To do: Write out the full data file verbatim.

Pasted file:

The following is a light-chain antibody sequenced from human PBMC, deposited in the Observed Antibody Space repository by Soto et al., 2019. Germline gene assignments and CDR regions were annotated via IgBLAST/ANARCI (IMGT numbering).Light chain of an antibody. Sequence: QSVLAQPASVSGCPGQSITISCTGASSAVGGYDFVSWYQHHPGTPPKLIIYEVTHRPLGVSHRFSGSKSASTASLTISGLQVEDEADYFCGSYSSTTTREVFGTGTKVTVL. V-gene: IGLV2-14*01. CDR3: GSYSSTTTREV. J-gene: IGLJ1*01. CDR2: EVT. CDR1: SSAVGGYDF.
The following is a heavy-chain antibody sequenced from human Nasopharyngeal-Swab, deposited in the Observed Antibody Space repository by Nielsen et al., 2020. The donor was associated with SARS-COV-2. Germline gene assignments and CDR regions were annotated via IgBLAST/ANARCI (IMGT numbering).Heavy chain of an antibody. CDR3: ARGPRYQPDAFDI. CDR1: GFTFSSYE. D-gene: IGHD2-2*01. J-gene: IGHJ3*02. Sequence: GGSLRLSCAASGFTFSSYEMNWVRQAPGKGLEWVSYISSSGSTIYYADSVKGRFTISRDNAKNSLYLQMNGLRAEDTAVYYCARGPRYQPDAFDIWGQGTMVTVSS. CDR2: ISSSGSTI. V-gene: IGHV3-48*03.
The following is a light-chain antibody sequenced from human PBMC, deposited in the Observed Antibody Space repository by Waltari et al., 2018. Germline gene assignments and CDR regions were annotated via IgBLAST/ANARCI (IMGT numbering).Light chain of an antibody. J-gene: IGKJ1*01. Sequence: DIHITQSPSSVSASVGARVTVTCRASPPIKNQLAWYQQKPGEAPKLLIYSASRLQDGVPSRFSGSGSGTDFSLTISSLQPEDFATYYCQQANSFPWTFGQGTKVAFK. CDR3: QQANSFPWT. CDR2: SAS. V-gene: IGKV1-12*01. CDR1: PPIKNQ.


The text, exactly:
The following is a light-chain antibody sequenced from human PBMC, deposited in the Observed Antibody Space repository by Soto et al., 2019. Germline gene assignments and CDR regions were annotated via IgBLAST/ANARCI (IMGT numbering).Light chain of an antibody. Sequence: QSVLAQPASVSGCPGQSITISCTGASSAVGGYDFVSWYQHHPGTPPKLIIYEVTHRPLGVSHRFSGSKSASTASLTISGLQVEDEADYFCGSYSSTTTREVFGTGTKVTVL. V-gene: IGLV2-14*01. CDR3: GSYSSTTTREV. J-gene: IGLJ1*01. CDR2: EVT. CDR1: SSAVGGYDF.
The following is a heavy-chain antibody sequenced from human Nasopharyngeal-Swab, deposited in the Observed Antibody Space repository by Nielsen et al., 2020. The donor was associated with SARS-COV-2. Germline gene assignments and CDR regions were annotated via IgBLAST/ANARCI (IMGT numbering).Heavy chain of an antibody. CDR3: ARGPRYQPDAFDI. CDR1: GFTFSSYE. D-gene: IGHD2-2*01. J-gene: IGHJ3*02. Sequence: GGSLRLSCAASGFTFSSYEMNWVRQAPGKGLEWVSYISSSGSTIYYADSVKGRFTISRDNAKNSLYLQMNGLRAEDTAVYYCARGPRYQPDAFDIWGQGTMVTVSS. CDR2: ISSSGSTI. V-gene: IGHV3-48*03.
The following is a light-chain antibody sequenced from human PBMC, deposited in the Observed Antibody Space repository by Waltari et al., 2018. Germline gene assignments and CDR regions were annotated via IgBLAST/ANARCI (IMGT numbering).Light chain of an antibody. J-gene: IGKJ1*01. Sequence: DIHITQSPSSVSASVGARVTVTCRASPPIKNQLAWYQQKPGEAPKLLIYSASRLQDGVPSRFSGSGSGTDFSLTISSLQPEDFATYYCQQANSFPWTFGQGTKVAFK. CDR3: QQANSFPWT. CDR2: SAS. V-gene: IGKV1-12*01. CDR1: PPIKNQ.